There are over 400 types of French cheeses and it is actually quite difficult to determine which ones are the most popular. If you are wondering which ones are worth trying, the answer will be every single one, especially if you are a fan of new flavors and dairy products.
Each of the cheeses will bring you different pleasure and will enchant you in a different way. Most often, French cheeses are served on their own - the pieces are placed on a wooden board. Wine and bread can be served to complement the unique taste of the dairy temptations.
However, if we have to list some of the most popular French cheeses, the list will include:
Brie - this is a soft cow's milk cheese and is considered a good companion to dry and semi-dry wines. The cheese is covered with a white crust and usually matures for about a week (maybe more). If the delicacy is left to mature longer, several months to a year, the aroma changes and the cheese becomes stronger in taste and darker in color. It is then called Brie Noir.
Comte is a cow's milk cheese, which is also known as Gruyere de Comte. The interesting thing about it is that 12 liters of milk are needed to produce a kilo of cheese. Comte is produced in several regions of France - the cheese has a crust, the color of which can be ochre, yellow or gray.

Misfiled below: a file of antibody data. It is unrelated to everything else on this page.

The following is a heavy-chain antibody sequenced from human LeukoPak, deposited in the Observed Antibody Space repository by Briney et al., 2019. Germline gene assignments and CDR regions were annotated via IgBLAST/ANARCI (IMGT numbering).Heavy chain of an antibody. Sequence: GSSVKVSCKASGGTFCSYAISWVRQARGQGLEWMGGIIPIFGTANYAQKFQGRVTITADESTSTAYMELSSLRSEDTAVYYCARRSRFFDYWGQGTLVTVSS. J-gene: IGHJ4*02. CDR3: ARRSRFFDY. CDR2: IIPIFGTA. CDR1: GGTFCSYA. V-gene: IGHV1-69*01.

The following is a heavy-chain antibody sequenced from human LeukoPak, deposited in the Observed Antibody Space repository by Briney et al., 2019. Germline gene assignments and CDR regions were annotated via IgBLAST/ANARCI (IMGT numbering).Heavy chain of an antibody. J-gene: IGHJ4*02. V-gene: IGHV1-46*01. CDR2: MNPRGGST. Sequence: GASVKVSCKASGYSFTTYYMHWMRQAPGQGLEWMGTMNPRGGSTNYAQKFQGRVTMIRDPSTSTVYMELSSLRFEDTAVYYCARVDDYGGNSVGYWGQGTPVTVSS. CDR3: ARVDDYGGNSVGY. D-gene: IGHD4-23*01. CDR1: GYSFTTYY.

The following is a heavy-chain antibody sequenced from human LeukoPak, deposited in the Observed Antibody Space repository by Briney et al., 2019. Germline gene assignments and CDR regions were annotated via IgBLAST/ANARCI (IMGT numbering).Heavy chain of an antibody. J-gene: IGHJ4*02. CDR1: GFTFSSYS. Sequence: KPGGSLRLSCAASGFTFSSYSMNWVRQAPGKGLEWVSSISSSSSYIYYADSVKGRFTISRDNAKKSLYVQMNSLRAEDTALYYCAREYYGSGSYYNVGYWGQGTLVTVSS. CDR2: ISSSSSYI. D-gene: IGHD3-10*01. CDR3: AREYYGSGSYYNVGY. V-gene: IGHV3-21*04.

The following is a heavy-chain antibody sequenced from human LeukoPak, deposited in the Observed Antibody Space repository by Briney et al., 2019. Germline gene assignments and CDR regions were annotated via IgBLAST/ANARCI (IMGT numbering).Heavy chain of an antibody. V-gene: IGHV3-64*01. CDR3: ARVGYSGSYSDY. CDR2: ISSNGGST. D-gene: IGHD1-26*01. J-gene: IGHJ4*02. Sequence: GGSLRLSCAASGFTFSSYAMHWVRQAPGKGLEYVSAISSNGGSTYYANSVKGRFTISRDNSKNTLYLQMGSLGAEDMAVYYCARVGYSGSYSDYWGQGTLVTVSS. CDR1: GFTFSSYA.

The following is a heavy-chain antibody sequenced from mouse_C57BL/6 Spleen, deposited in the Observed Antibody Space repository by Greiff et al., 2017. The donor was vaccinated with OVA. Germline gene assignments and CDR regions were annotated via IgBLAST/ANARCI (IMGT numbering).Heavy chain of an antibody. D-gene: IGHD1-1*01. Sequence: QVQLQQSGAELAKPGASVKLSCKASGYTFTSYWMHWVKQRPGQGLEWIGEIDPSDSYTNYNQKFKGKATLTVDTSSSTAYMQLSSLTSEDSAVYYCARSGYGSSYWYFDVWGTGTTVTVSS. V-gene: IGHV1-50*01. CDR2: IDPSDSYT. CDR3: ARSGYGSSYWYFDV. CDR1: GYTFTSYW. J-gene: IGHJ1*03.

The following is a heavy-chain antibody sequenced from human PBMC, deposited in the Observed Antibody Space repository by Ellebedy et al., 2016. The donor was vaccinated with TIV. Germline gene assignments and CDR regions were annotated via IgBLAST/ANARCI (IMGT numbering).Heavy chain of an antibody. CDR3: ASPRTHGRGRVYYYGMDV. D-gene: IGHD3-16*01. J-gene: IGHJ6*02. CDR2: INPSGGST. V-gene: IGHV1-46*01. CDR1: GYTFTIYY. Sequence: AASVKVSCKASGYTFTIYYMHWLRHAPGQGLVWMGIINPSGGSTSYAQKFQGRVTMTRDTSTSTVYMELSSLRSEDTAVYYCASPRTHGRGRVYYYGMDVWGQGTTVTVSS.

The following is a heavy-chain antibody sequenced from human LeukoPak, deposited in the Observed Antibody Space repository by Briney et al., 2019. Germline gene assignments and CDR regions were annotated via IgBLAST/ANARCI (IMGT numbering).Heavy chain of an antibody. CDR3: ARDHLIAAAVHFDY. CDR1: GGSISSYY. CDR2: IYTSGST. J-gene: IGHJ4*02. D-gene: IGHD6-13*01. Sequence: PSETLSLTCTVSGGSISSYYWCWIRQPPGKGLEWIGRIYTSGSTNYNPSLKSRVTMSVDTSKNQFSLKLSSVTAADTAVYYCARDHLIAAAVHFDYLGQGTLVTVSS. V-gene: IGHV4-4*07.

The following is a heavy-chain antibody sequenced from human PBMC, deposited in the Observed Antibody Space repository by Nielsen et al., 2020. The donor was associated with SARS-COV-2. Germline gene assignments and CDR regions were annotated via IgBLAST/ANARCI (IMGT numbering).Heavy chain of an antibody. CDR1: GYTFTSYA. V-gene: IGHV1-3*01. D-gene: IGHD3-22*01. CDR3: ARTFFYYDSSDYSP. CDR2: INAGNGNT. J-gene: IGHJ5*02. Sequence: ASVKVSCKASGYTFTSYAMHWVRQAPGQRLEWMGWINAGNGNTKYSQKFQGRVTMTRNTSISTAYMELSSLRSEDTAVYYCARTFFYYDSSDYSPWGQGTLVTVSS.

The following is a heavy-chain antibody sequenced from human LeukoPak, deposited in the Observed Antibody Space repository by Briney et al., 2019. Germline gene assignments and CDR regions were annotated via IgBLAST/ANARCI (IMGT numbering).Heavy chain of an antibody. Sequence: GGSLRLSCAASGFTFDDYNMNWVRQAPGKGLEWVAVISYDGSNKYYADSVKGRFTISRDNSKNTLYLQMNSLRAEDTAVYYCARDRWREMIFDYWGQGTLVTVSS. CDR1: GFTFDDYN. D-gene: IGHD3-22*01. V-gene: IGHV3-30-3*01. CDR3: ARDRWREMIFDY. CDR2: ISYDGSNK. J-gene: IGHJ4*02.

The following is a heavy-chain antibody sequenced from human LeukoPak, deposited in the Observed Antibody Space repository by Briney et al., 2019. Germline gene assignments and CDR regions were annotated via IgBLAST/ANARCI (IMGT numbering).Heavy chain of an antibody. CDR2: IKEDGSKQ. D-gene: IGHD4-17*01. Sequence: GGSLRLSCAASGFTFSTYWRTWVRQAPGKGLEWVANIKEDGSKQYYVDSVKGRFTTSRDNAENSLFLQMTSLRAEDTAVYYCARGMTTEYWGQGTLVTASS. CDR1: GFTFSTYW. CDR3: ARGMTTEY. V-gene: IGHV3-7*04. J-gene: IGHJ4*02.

This dairy product has a medium-hard consistency, has a good fat content and a very slight flavor of nuts in its taste. Most often, the cheese is cut into thin slices and served in the company of dry red wine.
Roquefort is a popular blue cheese that is usually served sliced on a platter - this dairy product, often called the "king of cheese", matures between four and nine months and the exact recipe for its preparation is kept in secret. You can serve Roquefort with all kinds of wines.
Camembert is a soft cheese that can also be served in the combination with any wine. The cheese has a white-yellow rind and must mature for at least three weeks. Fresh Camembert is brittle, but over time the cheese softens and acquires a characteristic strong aroma.
Beaufort is also one of the most popular French cheeses - it has a semi-hard consistency and is produced only in the French department of Savoy. In appearance and quality it is very reminiscent of the Swiss Gruyere cheese - to get a kilo of Beaufort requires 11 liters of cow's milk.
The cheese is cut into thin slices and served with fruit and salads and combining it with wine depends on how mature the cheese is. Light red wines are recommended for the younger Beaufort and white Burgundy wines for the mature one.
Among the popular French cheeses are Münster, Saint Agur, Saint Albre and others. Most cheeses have a special smell, but do not pass up on these dairy products just because of their aroma. To be able to fully enjoy the taste of each of the cheeses, it is desirable to combine them with the right alcohol.